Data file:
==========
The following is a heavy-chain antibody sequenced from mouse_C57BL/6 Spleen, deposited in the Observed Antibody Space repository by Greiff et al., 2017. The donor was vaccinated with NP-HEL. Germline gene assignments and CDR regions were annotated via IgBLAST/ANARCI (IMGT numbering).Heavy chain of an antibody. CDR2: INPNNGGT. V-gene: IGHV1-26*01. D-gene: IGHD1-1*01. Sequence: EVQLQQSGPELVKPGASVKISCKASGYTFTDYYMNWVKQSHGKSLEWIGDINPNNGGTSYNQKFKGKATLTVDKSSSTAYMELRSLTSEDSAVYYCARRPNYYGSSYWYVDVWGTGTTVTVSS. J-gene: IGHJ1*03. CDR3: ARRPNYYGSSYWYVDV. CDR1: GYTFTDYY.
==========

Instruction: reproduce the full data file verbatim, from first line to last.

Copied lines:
The following is a heavy-chain antibody sequenced from mouse_C57BL/6 Spleen, deposited in the Observed Antibody Space repository by Greiff et al., 2017. The donor was vaccinated with NP-HEL. Germline gene assignments and CDR regions were annotated via IgBLAST/ANARCI (IMGT numbering).Heavy chain of an antibody. CDR2: INPNNGGT. V-gene: IGHV1-26*01. D-gene: IGHD1-1*01. Sequence: EVQLQQSGPELVKPGASVKISCKASGYTFTDYYMNWVKQSHGKSLEWIGDINPNNGGTSYNQKFKGKATLTVDKSSSTAYMELRSLTSEDSAVYYCARRPNYYGSSYWYVDVWGTGTTVTVSS. J-gene: IGHJ1*03. CDR3: ARRPNYYGSSYWYVDV. CDR1: GYTFTDYY.